The evidence is mounting for high-intensity interval training on a number of fronts.

On September 29, 2015, ABC Catalyst ran a segment titled Fit in 6 minutes a week, which explored the benefits of high-intensity interval training. The regimen they advocated for was high intensity exercise (uphill running, cycling with resistance, anything that involves maximum exertion) for 30 seconds at a time, with approximately 4.5minutes rest between intervals. The offered the best explanation so far for why we should be pursuing high-intensity interval training; mitochondrial selection. The mitochondria are the powerhouses of our cells. Exercises that place extreme demands on the mitochondria effectively promote survival of more efficient mitochondria and “weed out the duds”.

A common reason given for not exercising is time constraints,i and long term adherence to exercise programs is often less than 50% at 6 months.ii HIIT allows equal or improved outcomes for markedly less time investment and has the potential to be associated with higher rates of adherence iii . In one study, similar changes were seen over a 6 week period in both HIIT subjects and CME subjects, although HIIT subjects performed only 20% of the exercise duration performed by the CME group v, making it an extremely efficient intervention.

Next Step Health will endeavour to make high-intensity interval training available as an option for clients to explore when attending our classes, particularly those classes with a cardio component. Our circuit class structure allows for some flexibility in this regard, so the 30-second intervals can be carried out by willing participants when the circuit changeover occurs. Clients with cardiovascular or pulmonary disease should seek guidance from a specialist (cardiologist or respiratory physician) prior to commencing high-intensity interval training.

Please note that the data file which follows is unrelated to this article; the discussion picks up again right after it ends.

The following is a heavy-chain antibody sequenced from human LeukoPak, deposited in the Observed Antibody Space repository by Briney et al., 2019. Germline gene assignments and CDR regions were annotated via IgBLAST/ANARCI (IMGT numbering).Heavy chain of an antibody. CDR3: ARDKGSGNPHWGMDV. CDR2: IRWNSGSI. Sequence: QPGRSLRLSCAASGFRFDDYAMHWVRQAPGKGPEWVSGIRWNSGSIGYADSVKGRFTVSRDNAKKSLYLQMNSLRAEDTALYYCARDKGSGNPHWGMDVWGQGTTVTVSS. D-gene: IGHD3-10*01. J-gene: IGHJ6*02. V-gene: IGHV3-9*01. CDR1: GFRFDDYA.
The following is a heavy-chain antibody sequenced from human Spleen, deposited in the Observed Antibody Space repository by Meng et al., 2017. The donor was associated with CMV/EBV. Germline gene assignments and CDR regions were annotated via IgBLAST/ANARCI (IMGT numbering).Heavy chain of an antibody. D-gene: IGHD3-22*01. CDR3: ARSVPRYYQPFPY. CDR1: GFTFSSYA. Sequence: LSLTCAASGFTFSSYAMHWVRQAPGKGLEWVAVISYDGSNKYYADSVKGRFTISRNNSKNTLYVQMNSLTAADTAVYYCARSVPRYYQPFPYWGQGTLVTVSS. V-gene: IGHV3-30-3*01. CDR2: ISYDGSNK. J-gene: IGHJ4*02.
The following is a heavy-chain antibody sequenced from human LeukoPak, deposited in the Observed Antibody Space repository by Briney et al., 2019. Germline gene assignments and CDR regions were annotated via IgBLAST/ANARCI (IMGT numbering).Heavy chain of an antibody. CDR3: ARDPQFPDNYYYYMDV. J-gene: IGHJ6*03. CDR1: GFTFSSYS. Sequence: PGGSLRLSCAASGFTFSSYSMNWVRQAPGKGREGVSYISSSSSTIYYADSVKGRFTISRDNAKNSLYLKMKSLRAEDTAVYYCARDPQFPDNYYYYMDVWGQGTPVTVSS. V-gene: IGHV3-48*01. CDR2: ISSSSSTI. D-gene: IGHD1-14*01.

Please take the time to watch the video before you decide if you wish to give it a go.

References
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i. Trost SG, Owen N, Bauman AE, Sallis JF, Brown W. Correlates of adults’ participation in physical activity: review and update. Med Sci Sports Exerc 2002;34:1996–2001. Search PubMed

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ii Thurston M, Green K. Adherence to exercise in later life: how can exercise on prescription programmes be made more effective? Health Promot Int 2004;19:379–87. Search PubMed

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iii King AC, Haskell WL, Young DR, Oka RK, Stefanick ML. Long-term effects of varying intensities and formats of physical activity on participation rates, fitness, and lipoproteins in men and women aged 50 to 65 years. Circulation 1995;91:2596–604. Search PubMed

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iv Bartlett JD, Close GL, MacLaren DP, Gregson W, Drust B, Morton JP. High-intensity interval running is perceived to be more enjoyable than moderate-intensity continuous exercise: implications for exercise adherence. J Sports Sci 2011;29:547–53. Search PubMed

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v Gibala MJ, Little JP, van Essen M, et al. Short-term sprint interval versus traditional endurance training: similar initial adaptations in human skeletal muscle and exercise performance. J Physiol 2006;575(Pt 3):901–11. Search PubMed